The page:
One of the simpler ways to identify malware-infected machines communicating with their command and control servers is to watch for known malicious User-Agent strings in HTTP requests. For those not familiar with them, User-Agent strings are added to almost all HTTP queries on the Internet, and are designed to uniquely identify the particular browser, tool, or other piece of software generating the query, so that appropriate data can be returned based upon the type of system issuing the request. As an example, different JavaScript might be supplied by an intelligent web server to Internet Explorer vs. Chrome or Firefox, to deal with cross-browser compatibility issues; or a server might redirect a user to the mobile version of a web page if their User-Agent string declares the request to be coming from an iPhone or an Android device. While it might seem counter-intuitive that malicious programs would overtly declare themselves in something that servers are trained to investigate regularly, the VRT has seen countless such declarations in the wild, including "User-Agent: Malware" in one request highlighted in my Malware Mythbusting talk last year.

Unfortunately, web proxies sometimes alter the original User-Agent string generated by a client system as a given HTTP request traverses the proxy system. For example, we recently ran into a scenario where the BlueCoat Proxy was rewriting all client User-Agent strings to "Mozilla/4.0 (compatible;)", which was generating false positives with SID 21444. While the rule has since been fixed - a crucial space was unintentionally stripped from the spot just before the closing parenthesis during an automated rule-checking process - knowing that the User-Agent strings were all being mangled in this way leads us to a very important point about the efficacy of these types of rules in production environments.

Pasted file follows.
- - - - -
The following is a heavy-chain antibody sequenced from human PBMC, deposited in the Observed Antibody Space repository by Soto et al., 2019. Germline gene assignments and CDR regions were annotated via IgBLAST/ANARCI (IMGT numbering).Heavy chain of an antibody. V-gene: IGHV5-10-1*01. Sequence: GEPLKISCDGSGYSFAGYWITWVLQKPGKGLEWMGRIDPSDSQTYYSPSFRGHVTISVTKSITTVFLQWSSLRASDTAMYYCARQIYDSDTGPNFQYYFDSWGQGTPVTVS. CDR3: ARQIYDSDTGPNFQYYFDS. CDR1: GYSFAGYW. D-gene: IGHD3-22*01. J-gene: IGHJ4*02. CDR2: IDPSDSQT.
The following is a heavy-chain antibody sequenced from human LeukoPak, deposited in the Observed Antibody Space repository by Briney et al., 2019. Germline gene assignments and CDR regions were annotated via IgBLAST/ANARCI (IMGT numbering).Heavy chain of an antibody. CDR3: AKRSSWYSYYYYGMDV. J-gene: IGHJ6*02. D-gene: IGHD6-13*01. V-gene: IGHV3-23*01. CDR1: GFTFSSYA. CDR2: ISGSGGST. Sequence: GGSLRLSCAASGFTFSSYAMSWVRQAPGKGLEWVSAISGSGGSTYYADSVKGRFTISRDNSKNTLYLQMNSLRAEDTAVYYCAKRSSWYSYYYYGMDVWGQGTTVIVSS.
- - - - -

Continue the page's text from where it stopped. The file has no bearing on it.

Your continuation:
Realistically, what this means for you is that if you've got an IDS inspecting client traffic headed out to the Internet - and that IDS is positioned after a proxy server, but before a final outbound link to the Internet (a typical configuration, as many IDS users place their devices just inside the firewall, at a final choke point that all internal devices must go through on their way out to the Internet) - you're going to be missing valuable data if your proxy server is rewriting User-Agent strings. Certainly, there are many proxy servers that do valuable detection of their own based on User-Agent strings; while researching this post, for example, I noted that BlueCoat systems can be configured to block outbound connections over HTTP for requests without a User-Agent string, a behavior which I would strongly encourage based on things like binary C&C channels operating over HTTP. That said, if you're expecting that your IDS will help you find infected clients based on User-Agent strings in this type of a configuration, you'll end up with a false sense of security, since the IDS will never see the indicators it's looking for.

Do yourself a favor the next time you've got a free moment, and go double-check this on your network if you're running a web proxy of some kind and you're not entirely certain how it behaves. If you are suffering from this lack of visibility, consider positioning your IDS in a way to see the original queries, disable User-Agent rewriting on your particular proxy server, or training the proxy server to look for known-malicious User-Agent strings. You may be surprised at what you find once you're properly configured for detection.